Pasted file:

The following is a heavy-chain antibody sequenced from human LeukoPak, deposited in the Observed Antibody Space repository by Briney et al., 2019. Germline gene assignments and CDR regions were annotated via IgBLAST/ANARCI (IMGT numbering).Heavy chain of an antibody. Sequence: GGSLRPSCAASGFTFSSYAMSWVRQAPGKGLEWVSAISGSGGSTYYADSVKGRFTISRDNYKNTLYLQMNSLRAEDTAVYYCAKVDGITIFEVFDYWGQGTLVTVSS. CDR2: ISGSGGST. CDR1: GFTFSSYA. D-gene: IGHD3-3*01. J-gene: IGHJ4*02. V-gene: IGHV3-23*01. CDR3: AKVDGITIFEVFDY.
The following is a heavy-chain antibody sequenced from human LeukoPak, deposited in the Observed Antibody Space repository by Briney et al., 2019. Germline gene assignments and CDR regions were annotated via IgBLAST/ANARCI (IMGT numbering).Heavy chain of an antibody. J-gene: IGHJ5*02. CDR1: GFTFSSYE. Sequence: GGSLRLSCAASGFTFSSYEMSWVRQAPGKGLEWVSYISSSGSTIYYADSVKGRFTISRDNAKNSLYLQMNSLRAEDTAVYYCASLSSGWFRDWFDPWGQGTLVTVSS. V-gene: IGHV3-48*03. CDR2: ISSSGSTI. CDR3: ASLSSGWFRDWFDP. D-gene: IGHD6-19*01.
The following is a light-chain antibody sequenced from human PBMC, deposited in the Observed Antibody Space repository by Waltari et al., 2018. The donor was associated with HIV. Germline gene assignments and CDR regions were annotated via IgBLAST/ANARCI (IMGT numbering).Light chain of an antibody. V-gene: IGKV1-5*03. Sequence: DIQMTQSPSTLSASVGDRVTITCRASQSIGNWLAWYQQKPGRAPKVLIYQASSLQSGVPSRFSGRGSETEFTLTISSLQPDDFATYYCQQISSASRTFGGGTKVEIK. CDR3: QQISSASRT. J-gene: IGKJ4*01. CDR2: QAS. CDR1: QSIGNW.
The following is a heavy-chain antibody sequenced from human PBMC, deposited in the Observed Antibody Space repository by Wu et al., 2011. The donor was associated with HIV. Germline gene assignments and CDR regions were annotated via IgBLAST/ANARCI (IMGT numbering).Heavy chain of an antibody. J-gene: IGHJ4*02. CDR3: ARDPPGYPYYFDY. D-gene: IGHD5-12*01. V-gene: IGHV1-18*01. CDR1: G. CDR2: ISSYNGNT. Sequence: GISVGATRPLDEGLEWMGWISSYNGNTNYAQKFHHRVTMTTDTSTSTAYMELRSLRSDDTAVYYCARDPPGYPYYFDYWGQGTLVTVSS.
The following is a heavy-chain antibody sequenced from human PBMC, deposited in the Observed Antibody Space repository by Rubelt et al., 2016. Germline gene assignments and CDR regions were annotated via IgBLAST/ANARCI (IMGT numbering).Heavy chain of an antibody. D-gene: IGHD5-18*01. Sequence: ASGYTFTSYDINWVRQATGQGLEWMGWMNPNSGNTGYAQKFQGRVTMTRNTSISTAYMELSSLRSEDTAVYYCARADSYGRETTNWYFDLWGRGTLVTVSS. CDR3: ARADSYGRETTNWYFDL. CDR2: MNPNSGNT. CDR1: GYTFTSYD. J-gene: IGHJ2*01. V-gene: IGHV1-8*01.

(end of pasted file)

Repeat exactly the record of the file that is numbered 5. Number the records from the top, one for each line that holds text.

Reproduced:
The following is a heavy-chain antibody sequenced from human PBMC, deposited in the Observed Antibody Space repository by Rubelt et al., 2016. Germline gene assignments and CDR regions were annotated via IgBLAST/ANARCI (IMGT numbering).Heavy chain of an antibody. D-gene: IGHD5-18*01. Sequence: ASGYTFTSYDINWVRQATGQGLEWMGWMNPNSGNTGYAQKFQGRVTMTRNTSISTAYMELSSLRSEDTAVYYCARADSYGRETTNWYFDLWGRGTLVTVSS. CDR3: ARADSYGRETTNWYFDL. CDR2: MNPNSGNT. CDR1: GYTFTSYD. J-gene: IGHJ2*01. V-gene: IGHV1-8*01.